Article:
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Neuroimage. 2006 Dec;33(4):1072-81. Epub 2006 Sep 29.

An adaptive filter for suppression of cardiac and respiratory noise in MRI time series data.

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Advanced MRI section, LFMI, NINDS, National Institutes of Health, Bldg. 10, Rm. B1D-728, MSC 1065, 9000 Rockville Pike, Bethesda, MD 20892-1065, USA.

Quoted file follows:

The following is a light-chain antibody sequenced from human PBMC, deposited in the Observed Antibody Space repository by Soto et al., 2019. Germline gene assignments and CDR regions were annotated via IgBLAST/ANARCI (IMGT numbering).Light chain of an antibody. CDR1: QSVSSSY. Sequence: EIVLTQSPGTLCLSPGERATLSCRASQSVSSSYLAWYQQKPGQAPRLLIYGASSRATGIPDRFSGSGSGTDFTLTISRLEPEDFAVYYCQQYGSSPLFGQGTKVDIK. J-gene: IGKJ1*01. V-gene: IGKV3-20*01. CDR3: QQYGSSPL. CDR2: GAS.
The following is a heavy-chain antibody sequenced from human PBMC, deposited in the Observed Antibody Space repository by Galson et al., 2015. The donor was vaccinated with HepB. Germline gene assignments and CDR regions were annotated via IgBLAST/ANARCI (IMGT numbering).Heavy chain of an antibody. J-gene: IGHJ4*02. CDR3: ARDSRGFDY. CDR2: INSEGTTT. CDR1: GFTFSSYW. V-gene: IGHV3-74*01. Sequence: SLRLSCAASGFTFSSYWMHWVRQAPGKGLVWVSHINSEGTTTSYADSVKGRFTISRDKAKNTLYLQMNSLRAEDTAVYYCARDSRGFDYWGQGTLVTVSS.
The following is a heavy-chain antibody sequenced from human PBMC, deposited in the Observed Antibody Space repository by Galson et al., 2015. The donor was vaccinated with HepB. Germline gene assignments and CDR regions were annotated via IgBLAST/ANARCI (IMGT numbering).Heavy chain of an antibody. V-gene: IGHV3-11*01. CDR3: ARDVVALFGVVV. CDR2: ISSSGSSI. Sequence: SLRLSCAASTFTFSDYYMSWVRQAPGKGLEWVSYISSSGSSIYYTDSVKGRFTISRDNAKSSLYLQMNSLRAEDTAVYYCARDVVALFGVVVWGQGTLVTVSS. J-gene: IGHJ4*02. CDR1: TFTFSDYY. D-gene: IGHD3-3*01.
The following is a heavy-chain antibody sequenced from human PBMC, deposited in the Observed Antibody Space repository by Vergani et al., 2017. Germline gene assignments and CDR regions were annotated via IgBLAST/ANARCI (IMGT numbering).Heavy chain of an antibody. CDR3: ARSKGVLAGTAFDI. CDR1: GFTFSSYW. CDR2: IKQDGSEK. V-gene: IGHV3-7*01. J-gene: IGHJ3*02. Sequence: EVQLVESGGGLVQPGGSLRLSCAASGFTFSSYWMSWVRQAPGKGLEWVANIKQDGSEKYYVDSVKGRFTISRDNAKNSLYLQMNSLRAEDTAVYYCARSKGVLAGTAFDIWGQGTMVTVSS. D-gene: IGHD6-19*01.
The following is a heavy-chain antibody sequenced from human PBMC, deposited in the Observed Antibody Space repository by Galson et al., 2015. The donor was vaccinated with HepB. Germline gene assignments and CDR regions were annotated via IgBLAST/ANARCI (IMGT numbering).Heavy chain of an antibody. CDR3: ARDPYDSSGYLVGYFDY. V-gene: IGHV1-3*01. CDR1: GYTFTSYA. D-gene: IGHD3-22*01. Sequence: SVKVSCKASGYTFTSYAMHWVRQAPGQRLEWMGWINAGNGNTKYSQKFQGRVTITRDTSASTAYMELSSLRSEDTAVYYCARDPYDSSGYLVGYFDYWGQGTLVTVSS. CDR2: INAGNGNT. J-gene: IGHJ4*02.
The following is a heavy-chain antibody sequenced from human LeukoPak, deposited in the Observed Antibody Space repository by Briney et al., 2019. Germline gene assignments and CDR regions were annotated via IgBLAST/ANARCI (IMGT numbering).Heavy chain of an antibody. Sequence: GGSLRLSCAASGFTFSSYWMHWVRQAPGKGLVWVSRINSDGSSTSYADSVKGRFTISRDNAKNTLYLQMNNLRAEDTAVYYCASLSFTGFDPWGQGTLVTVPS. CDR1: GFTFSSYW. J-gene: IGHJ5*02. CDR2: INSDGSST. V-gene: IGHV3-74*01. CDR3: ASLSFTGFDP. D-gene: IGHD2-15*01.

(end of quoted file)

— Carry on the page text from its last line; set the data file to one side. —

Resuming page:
The quality of MRI time series data, which allows the study of dynamic processes, is often affected by confounding sources of signal fluctuation, including the cardiac and respiratory cycle. An adaptive filter is described, reducing these signal fluctuations as long as they are repetitive and their timing is known. The filter, applied in image domain, does not require temporal oversampling of the artifact-related fluctuations. Performance is demonstrated for suppression of cardiac and respiratory artifacts in 10-minute brain scans on 6 normal volunteers. Experimental parameters resemble a typical fMRI experiment (17 slices; 1700 ms TR). A second dataset was acquired at a rate well above the Nyquist frequency for both cardiac and respiratory cycle (single slice; 100 ms TR), allowing identification of artifacts specific to the cardiac and respiratory cycles, aiding assessment of filtering performance. Results show significant reduction in temporal standard deviation (SD(t)) in all subjects. For all 6 datasets with 1700 ms TR combined, the filtering method resulted in an average reduction in SD(t) of 9.2% in 2046 voxels substantially affected by respiratory artifacts, and 12.5% for the 864 voxels containing substantial cardiac artifacts. The maximal SD(t) reduction achieved was 52.7% for respiratory and 55.3% for cardiac filtering. Performance was found to be at least equivalent to the previously published RETROICOR method. Furthermore, the interaction between the filter and fMRI activity detection was investigated using Monte Carlo simulations, demonstrating that filtering algorithms introduce a systematic error in the detected BOLD-related signal change if applied sequentially. It is demonstrated that this can be overcome by combining physiological artifact filtering and detection of BOLD-related signal changes simultaneously. Visual fMRI data from 6 volunteers were analyzed with and without the filter proposed here. Inclusion of the cardio-respiratory regressors in the design matrix yielded a 4.6% t-score increase and 4.0% increase in the number of significantly activated voxels.

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